Sterling silver evil eye bracelet
Sterling silver evil eye bracelets
Glass and evil eye silver bracelet
Evil Eye Glass and Silver Bracelet

Our “evil eye” jewelry is extremely popular. Some of the feedback we enjoy receiving is that our designs offer ancient talisman in modern, feminine, cool, hip, even glamorous and fabulous form. Basically, so you don’t feel like you’re wearing a museum relic—not that there’s anything wrong with antiquities, by the way. 

People from Israel, Greece, Sicily, Italy, Turkey, North Africa and other areas around the Mediterranean are usually familiar with this idea of the “eye”—it’s part of the culture and has been for thousands of years. The eye (usually blue) gazes out over doorways, dangles from the rear-view mirrors of taxicabs, and is carefully pinned inside baby-clothes. It even hangs around the necks of hard-working donkeys!

But maybe the concept loses a bit in translation. The use of the word “evil” puts some people off.

Blue Diamond and Gold Evil Eye

“Evil” sounds really aggressive, but folkloric scholars (and yes, there are such people) generally share the opinion that the evil eye is generally perceived as passive. Foremost among these scholars was Dr. Alan Dundes, who worked and taught at the University of Berkeley.

Dr. Dundes’ exhaustive and fascinating studies include an essay called “The Wet and the Dry: The Evil Eye.” Here, he discusses the idea that the evil eye is usually associated with envy, jealousy, or longing. The classic example: a childless woman, for instance, may gaze with yearning at a baby, and this results in the child being affected by the evil eye. The woman isn’t really “evil” in the contemporary sense of the word.

As for the title of Dr. Dundes’ essay, he associates traditional affliction by the evil eye with becoming parched, dried-out, and drought, true to the Middle Eastern origins of the symbol, where fresh water may be more precious than rubies and pearls.“Google” him for a really fascinating read.

Silver Evil Eye

And meanwhile, have yourself a nice, cool glass of water—hydration is key!—and check out our great collection of eye jewelry. Think of it as a “protective” eye watching over us all.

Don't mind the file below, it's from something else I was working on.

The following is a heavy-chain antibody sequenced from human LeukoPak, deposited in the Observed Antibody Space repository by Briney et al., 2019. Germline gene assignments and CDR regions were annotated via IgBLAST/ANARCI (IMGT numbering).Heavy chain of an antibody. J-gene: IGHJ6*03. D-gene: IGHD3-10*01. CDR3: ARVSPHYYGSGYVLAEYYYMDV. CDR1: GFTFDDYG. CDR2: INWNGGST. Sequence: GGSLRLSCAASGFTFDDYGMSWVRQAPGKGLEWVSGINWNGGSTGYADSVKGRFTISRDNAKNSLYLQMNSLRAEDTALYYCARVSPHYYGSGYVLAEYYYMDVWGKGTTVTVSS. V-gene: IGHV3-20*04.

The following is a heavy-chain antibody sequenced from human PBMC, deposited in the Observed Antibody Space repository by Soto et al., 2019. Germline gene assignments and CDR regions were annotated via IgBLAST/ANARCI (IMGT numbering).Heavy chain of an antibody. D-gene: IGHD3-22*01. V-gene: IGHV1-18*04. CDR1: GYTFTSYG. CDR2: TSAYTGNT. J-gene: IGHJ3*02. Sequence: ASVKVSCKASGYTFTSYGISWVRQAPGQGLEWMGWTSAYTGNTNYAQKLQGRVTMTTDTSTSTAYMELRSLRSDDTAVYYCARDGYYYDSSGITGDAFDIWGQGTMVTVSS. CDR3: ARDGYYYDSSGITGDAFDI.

Mimuna Festival

preparing Mimuna dough
Preparing Mufleta dough


Have you ever wondered how to end the
Passover holiday? Usually you just start eating bread and call it quits, right?

Not my family in Israel! I was introduced to the
Mimouna festival, which the Israelis of North African descent celebrate to mark
the end of Passover. I was lucky enough to “steal” these current photos from
Facebook of my family’s celebration.

First you make the mufleta, which is a
cross between a tortilla and Indian fry-bread, a difficult, fattening process.
It takes time to make, and don’t forget that you have make a market run to buy
the flour and yeast, since you have none in the house.

For about 20 mufletas:

  • 3 1/2 cups flour
  • 1 1/2 cup water
  • 1/2 teaspoon salt
  • 1 1/2 teaspoon sugar
  • 1 1/2 teaspoon instant yeast
    For serving: Butter and honey

Total time: 2 hours

Combine the flour, sugar, salt, water and
yeast. Knead and let rise until doubled in size. Break off golfball-sized lumps
of dough, roll into balls and dip into oil. Let rise again until doubled in

On a flat surface, take one ball of dough,
flatten, and using your fingertips, stretch into a round, flat disc. You want
the dough to be thin, and round. Sort of like a tortilla. Dough might tear,
that is okay.

Heat a frying pan, and lay the flattened
dough into the pan. Let cook for a minute on one side, until it dries slightly,
and then flip. Meanwhile, flatten another dough ball.

Lay the second flattened dough ball on top
of the first mufleta in the pan and keep flipping and adding more mufleta.
There will be a pile of mufletas. Continue like this until either the dough is
gone or the stack becomes too tall.

To serve, spread the hot mufletas with
butter and

honey, and fold into quarters. They’ll get warm, drippy and gooey.

My sisters in law always decorate the table
with mint leaves and flowers. Food really isn’t necessary since you will be
over-loading on mufletas.

If you are really in the partying mood,
have the Mimuna party continue on through the next day with a bbq. You should
see what goes on in Israel!!
The thought just makes me hungry and home-sick, but all the work and calories
are worth it!!